Onir’s “I AM” is a phenomenal result of a sort of mass audience movement with a strong commonality of purpose. The film unfolds many a tale of individuals struggling to find their individual, sexual and geo-political identity. The title of the film “I AM”, in itself, is a declaration of an “open-ended identity”. The movie is a tale comprising four stories, woven together that takes audiences through issues and dilemmas of the modern Indian society. “I AM” can happen to anyone who doesn’t conform.
Meet the ‘I’s:
I am Afia
In the first story, played by the Nandita Das, artificial insemination gets a cinematic treatment as Nandita meets her sperm donor, Purab Kohli. As they speak gently into the night, a warm fertile relationship grows between them in the fertility clinic!
I Am Megha
For the second story, ‘I Am Megha’, Onir takes his compelling drama to Jammu and Kashmir. Here under the shadow of militancy, two dignified women, one a Kashmiri Pundit (Juhi) and the other a local Muslim (Manisha Koirala), interact with restrained annoyance. They are upset and angry. But their prejudices do not disturb the ambience of the valley. The conundrum of their lives is one but unfolds in their own eccentric ways and provides for an austere show.
I Am Abhimanyu
This story is on child abuse is understandably a portrait of acute complexities by the director’s determined evasion of any self-pity in the abused child’s character. Rather, Abhimanyu (Sanjay Suri) grows up as quite a manipulator, not sure of his sexual preferences but sure that he’d exploit all the worth resources coming his way. Amazingly the film goes through the three phases in Abhimanyu’s life, as the abused child going on to a manipulative adolescent and thence to whining adulthood, in a very short share of the total running time. The sexual candour of this episode makes for remarkable viewing. Onir desists from making any judgement on those who scar the wounded.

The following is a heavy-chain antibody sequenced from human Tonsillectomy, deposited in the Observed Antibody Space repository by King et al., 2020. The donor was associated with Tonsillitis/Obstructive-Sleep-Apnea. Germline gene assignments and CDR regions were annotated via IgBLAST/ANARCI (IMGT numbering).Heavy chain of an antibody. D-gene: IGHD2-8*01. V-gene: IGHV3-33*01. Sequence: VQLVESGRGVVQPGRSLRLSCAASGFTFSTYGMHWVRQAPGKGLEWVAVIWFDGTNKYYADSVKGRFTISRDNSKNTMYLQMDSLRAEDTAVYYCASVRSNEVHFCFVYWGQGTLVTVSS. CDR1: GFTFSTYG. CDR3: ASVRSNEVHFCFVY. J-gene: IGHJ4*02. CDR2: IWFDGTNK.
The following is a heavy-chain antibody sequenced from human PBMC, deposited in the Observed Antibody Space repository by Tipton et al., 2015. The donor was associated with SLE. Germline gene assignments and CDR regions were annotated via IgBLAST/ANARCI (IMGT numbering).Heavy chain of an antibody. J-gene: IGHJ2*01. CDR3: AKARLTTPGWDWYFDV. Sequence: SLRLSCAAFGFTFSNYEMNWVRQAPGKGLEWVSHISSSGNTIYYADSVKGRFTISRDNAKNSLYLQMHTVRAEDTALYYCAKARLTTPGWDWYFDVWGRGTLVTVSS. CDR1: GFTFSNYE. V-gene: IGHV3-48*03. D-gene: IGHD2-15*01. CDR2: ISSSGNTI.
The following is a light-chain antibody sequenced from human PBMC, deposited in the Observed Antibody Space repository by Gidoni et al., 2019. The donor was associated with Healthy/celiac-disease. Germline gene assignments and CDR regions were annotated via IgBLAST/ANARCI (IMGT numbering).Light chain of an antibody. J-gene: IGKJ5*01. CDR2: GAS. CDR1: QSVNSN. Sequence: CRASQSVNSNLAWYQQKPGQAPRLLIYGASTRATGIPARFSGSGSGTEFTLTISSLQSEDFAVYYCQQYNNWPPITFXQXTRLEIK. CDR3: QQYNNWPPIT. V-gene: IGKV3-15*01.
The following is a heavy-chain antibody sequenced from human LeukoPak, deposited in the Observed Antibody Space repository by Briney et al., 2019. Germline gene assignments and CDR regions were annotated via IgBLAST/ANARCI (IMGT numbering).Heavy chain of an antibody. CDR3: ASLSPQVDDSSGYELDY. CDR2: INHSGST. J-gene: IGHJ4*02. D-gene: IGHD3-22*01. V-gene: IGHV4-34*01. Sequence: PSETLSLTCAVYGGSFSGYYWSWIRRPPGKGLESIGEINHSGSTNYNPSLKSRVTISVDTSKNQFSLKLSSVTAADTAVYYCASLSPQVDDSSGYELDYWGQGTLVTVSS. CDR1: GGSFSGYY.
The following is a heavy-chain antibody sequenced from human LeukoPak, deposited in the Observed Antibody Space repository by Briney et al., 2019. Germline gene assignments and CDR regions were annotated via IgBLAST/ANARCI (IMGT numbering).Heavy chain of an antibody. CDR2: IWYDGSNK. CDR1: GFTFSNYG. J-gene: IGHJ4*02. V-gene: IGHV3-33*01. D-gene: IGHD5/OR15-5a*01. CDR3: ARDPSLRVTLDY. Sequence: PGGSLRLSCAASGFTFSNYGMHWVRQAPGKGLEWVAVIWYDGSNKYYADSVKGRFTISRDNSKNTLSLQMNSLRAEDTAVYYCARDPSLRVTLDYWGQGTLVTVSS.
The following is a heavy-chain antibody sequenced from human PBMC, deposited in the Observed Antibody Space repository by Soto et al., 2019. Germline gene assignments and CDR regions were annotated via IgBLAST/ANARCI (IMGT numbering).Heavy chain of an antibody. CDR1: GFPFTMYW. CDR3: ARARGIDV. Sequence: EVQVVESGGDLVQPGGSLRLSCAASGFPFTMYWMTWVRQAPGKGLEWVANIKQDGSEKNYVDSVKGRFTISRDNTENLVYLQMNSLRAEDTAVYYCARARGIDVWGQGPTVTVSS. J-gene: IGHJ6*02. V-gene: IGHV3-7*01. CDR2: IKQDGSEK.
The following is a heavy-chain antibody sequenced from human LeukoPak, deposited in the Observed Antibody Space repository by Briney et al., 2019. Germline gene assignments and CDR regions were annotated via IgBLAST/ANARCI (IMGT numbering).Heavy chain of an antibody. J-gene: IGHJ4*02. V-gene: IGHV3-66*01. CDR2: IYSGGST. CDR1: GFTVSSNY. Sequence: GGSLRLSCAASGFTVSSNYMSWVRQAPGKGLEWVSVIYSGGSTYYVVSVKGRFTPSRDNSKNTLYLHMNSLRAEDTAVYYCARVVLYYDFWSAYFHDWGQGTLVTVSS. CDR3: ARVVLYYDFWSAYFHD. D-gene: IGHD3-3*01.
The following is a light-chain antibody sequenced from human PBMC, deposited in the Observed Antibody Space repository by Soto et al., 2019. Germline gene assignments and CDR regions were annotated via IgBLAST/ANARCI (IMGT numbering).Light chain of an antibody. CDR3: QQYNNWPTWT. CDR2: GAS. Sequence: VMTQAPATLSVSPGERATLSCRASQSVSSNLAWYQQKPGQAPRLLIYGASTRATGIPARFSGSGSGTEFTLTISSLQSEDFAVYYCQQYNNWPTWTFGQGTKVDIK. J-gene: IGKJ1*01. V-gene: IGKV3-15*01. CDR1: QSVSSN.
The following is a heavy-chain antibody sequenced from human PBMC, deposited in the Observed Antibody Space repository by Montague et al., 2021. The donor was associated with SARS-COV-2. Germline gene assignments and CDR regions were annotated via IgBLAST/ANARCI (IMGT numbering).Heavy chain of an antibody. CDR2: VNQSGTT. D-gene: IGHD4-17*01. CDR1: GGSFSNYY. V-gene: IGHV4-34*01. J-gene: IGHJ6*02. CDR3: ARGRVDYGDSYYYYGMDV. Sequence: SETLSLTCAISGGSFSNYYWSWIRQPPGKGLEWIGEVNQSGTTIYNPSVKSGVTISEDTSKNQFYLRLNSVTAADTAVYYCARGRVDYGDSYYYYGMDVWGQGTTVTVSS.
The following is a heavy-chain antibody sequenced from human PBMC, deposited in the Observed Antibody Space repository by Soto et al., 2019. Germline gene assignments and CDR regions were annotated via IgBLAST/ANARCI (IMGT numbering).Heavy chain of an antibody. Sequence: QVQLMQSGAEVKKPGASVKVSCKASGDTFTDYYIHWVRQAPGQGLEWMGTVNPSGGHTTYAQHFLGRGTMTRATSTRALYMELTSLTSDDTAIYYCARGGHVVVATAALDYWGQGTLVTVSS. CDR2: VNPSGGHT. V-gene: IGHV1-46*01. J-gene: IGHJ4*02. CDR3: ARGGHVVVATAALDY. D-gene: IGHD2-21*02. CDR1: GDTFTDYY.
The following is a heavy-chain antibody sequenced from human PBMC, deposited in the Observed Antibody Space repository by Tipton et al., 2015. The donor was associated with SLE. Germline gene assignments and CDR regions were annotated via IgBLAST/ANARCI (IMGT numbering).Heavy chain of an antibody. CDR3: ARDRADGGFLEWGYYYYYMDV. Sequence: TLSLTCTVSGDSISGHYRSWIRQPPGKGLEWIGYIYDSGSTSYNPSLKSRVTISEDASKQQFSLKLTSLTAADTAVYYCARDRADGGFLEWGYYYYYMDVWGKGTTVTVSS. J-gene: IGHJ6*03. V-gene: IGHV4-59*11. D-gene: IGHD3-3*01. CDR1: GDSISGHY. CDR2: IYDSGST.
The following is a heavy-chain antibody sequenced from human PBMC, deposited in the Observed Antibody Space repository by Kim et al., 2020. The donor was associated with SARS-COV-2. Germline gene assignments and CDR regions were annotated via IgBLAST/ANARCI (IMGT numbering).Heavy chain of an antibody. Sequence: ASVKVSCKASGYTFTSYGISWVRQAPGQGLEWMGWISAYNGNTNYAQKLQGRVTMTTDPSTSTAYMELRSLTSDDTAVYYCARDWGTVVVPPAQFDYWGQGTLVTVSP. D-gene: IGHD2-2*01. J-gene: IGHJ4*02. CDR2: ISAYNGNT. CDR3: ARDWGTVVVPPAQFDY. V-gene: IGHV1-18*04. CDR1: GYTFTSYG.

I am Omar
The most devastating story is saved for the last. ‘I Am Omar’ is a story straight out of every gay person’s favourite nightmare. While making out in a car with his newly-acquired partner Omar (Arjun Mathur), Jai (Rahul Bose) is accosted by a vulgar homophobic cop. Abhimanyu Singh as the cop comes up with a fantastic performance in the film. His filthy language and his even filthier intentions towards the cowering gay man are brought out by the actor with a clarity that provides a perfect characterization. The makers of I AM are also blessed with the most wonderful team of actors and technicians.
I AM is about glimpses into the lives of people. There is a beauty in simple things, and a dignity in individual struggle – through its stories, as the makers rightly claim,’ I AM reflects the story of everyone’. Every story has its own unique rhythm. Each protagonist carries his burden of guilty and grief to the last. Each story tries to make us aware but do not try to control a social change. It’s dark but with optimism in heart that morning is round the corner. It makes us think. Such films are urgently needed to bring about all positive and possible interventions in our hearts, minds and the socio-political space. It’s thought provoking.
For now, I await another declaration from ‘Team Onir’, to start another crowd funding venture over some social networking sites. There was a ‘We’, therefore came ‘I am’.